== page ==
Concept covered in activity: Students will learn how photosynthesis and cellular respiration work and how they work together in the carbon cycle. Students will take part in a whole-class activity, using props to visualize molecules of carbon through photosynthesis and cellular respiration
Grade level or other prerequisites for activity: 7th grade life sciences. The students should have covered cell structure and function as well as the differences between animal and plant cells.
Standards: national AND state standards:
A: Science as inquiry - Abilities necessary to do scientific inquiry
C: Life Science – Structure and function in living systems
CO Science Standards:
CO Science Standard 2.7.3 (Cells are the smallest unit of life that can function independently and perform all the necessary functions of life)
CO Science Standard 2.7.4 (Photosynthesis and cellular respiration are important processes by which energy is acquired and utilized by organisms)
Learning objectives: Students will be able to (SWBAT)
Describe why plants require carbon dioxide, water, and sunlight to carry out photosynthesis and store sugar molecules
Describe how plants and animals break apart sugar molecules to use stored energy through cellular respiration
Describe how plants exchange gas through stomata
Describe how land vertebrates exchange gas through lungs
36 Ping-Pong balls (per group of 4-6) labeled with the appropriate molecules (see instructions attached)
24 “energy tokens” (per group of 4-6)
6 egg cartons (per group of 4-6) labeled with the appropriate molecules (see instructions attached)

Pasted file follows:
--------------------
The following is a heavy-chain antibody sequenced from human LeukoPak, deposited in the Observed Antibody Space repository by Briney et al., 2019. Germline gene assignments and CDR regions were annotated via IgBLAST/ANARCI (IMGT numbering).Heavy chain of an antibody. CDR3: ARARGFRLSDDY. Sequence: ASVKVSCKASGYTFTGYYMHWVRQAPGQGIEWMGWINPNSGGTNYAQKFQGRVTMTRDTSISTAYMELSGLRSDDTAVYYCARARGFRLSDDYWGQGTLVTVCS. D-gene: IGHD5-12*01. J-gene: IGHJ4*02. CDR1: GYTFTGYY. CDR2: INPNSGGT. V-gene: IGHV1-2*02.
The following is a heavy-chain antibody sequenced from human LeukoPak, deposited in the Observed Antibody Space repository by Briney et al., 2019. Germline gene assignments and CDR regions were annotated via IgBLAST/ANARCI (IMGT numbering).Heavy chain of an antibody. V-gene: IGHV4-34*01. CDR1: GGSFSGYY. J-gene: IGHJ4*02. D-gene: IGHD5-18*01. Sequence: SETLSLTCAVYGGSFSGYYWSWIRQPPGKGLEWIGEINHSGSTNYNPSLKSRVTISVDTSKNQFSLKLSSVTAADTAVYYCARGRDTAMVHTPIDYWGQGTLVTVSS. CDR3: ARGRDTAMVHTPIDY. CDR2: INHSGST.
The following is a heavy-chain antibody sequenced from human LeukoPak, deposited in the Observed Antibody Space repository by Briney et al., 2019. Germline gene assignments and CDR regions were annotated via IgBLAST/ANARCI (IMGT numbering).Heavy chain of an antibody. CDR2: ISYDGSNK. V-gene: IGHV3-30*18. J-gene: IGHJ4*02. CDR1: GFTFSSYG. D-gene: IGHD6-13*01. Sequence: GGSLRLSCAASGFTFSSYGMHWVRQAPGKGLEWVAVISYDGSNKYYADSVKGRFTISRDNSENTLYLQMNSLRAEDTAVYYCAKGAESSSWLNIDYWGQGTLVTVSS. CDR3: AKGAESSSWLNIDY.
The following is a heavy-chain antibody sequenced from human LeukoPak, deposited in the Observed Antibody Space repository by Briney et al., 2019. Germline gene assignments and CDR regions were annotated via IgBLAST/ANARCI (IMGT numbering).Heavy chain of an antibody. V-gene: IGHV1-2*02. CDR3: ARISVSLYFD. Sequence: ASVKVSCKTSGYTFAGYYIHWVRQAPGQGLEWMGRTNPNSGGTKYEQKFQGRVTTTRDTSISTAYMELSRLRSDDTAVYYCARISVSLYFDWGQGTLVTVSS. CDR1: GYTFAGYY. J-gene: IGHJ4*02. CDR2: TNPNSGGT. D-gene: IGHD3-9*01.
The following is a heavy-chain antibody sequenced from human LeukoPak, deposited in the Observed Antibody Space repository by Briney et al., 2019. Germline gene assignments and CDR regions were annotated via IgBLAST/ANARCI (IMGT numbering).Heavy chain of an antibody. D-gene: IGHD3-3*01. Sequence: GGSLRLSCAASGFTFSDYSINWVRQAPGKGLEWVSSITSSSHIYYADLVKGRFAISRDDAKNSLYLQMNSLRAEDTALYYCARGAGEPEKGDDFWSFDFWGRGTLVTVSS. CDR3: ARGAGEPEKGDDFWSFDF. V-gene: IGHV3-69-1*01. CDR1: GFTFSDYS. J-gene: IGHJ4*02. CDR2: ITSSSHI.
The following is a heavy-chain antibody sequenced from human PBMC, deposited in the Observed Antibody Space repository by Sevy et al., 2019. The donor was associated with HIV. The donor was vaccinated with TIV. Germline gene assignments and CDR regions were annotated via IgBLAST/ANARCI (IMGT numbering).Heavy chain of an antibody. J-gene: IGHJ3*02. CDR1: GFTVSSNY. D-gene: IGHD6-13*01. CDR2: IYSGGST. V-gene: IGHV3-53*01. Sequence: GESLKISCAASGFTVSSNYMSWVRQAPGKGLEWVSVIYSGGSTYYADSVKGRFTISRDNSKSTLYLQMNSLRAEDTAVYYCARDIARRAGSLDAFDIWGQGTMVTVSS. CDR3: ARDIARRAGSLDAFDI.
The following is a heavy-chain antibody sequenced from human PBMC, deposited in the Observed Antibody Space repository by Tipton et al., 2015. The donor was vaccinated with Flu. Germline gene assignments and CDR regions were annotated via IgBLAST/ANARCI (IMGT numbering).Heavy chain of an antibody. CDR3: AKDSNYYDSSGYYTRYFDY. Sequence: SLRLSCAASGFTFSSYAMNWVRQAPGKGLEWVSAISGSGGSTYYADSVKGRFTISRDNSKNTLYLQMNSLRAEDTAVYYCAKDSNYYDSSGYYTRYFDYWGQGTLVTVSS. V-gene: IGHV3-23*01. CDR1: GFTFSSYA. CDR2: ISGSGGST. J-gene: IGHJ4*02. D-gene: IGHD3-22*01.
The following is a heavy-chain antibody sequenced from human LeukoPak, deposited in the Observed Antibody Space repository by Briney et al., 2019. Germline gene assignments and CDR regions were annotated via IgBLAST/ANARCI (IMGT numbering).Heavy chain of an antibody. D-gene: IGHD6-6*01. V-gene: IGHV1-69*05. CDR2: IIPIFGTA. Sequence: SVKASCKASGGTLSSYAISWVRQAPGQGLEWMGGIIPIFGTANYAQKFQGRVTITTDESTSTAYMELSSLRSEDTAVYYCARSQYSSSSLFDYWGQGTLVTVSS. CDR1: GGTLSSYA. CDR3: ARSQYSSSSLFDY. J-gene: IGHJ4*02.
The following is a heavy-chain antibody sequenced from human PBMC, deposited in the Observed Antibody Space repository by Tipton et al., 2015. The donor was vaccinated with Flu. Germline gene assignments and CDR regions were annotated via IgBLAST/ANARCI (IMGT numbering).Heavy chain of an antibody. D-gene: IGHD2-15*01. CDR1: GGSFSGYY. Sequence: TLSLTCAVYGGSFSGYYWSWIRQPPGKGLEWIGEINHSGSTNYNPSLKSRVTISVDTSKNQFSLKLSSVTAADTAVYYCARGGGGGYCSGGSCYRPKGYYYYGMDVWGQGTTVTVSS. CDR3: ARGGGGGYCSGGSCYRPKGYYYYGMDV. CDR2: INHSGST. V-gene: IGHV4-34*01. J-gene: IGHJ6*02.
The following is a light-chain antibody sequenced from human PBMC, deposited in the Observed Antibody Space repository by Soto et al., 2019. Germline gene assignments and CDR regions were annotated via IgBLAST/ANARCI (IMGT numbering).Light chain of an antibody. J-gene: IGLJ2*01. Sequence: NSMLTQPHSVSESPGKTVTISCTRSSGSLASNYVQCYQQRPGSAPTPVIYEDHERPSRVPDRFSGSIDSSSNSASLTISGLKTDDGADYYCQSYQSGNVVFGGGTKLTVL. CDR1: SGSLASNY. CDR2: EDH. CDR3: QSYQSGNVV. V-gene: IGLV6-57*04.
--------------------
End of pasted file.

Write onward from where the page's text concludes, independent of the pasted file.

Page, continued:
3 signs, one reads “stomata”, one reads “stem”, and one reads “lungs”
Edible plant leaf, such as a lettuce leaf
The teacher should have all the materials set up and ready for the students to use when they come in. Egg cartons can be collected year round (have your students bring in empty egg cartons from home). Detailed instructions for setting up the materials see attached.
Respond to notebook prompt: “Describe 2 possible causes of the increase of CO2 levels here on earth”
Arrange in groups of 4-6
Write the prompt on the board ahead of time, so students begin when they enter class (notebook prompt at the beginning of class should be routine)
Group students into groups (4 to 6 students per group)
Explain that the classroom will represent a leaf. Hold up a leaf as an example. (If you can, use an edible leaf for this, such as lettuce or spinach.)
Tell students that each table within the classroom will represent a cell within the leaf.
Explain that the students will be working in groups to build a sugar molecule in their cell.
Have students use their science notebooks to write down the procedures they use to make the sugar molecules
Answer the guided questions with previous knowledge
Write down the steps your group took to make the sugar molecules in science notebooks
From knowledge gained during the activity formulate a chemical formula for photosynthesis (copy down formula in science notebooks)
Explain the Materials to the students (see attached)